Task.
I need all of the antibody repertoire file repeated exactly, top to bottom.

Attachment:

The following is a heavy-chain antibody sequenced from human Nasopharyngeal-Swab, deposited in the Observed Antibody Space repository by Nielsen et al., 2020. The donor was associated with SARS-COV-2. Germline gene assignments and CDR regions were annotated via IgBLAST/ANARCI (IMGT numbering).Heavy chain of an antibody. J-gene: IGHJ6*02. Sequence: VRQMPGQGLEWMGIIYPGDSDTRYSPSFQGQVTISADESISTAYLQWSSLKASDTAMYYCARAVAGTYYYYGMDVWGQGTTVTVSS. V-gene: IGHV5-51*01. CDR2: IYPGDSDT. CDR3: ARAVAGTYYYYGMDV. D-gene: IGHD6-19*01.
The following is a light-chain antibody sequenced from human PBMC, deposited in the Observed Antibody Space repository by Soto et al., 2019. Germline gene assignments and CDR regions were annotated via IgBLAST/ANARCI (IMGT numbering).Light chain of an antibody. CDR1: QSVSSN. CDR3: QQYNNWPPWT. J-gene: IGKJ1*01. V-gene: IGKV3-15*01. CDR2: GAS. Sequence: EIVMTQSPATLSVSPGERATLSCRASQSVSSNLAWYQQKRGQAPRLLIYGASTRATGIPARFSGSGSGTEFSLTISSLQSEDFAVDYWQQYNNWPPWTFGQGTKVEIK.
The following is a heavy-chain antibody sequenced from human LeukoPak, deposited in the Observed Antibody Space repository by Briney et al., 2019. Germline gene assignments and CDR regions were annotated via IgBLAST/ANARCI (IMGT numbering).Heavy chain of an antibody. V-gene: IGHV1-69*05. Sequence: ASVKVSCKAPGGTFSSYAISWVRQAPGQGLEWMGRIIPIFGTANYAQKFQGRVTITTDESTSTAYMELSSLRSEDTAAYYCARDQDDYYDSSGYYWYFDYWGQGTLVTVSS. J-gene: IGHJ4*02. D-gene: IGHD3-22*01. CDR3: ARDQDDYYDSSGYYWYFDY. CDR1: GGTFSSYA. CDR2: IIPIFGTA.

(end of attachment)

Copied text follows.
The following is a heavy-chain antibody sequenced from human Nasopharyngeal-Swab, deposited in the Observed Antibody Space repository by Nielsen et al., 2020. The donor was associated with SARS-COV-2. Germline gene assignments and CDR regions were annotated via IgBLAST/ANARCI (IMGT numbering).Heavy chain of an antibody. J-gene: IGHJ6*02. Sequence: VRQMPGQGLEWMGIIYPGDSDTRYSPSFQGQVTISADESISTAYLQWSSLKASDTAMYYCARAVAGTYYYYGMDVWGQGTTVTVSS. V-gene: IGHV5-51*01. CDR2: IYPGDSDT. CDR3: ARAVAGTYYYYGMDV. D-gene: IGHD6-19*01.
The following is a light-chain antibody sequenced from human PBMC, deposited in the Observed Antibody Space repository by Soto et al., 2019. Germline gene assignments and CDR regions were annotated via IgBLAST/ANARCI (IMGT numbering).Light chain of an antibody. CDR1: QSVSSN. CDR3: QQYNNWPPWT. J-gene: IGKJ1*01. V-gene: IGKV3-15*01. CDR2: GAS. Sequence: EIVMTQSPATLSVSPGERATLSCRASQSVSSNLAWYQQKRGQAPRLLIYGASTRATGIPARFSGSGSGTEFSLTISSLQSEDFAVDYWQQYNNWPPWTFGQGTKVEIK.
The following is a heavy-chain antibody sequenced from human LeukoPak, deposited in the Observed Antibody Space repository by Briney et al., 2019. Germline gene assignments and CDR regions were annotated via IgBLAST/ANARCI (IMGT numbering).Heavy chain of an antibody. V-gene: IGHV1-69*05. Sequence: ASVKVSCKAPGGTFSSYAISWVRQAPGQGLEWMGRIIPIFGTANYAQKFQGRVTITTDESTSTAYMELSSLRSEDTAAYYCARDQDDYYDSSGYYWYFDYWGQGTLVTVSS. J-gene: IGHJ4*02. D-gene: IGHD3-22*01. CDR3: ARDQDDYYDSSGYYWYFDY. CDR1: GGTFSSYA. CDR2: IIPIFGTA.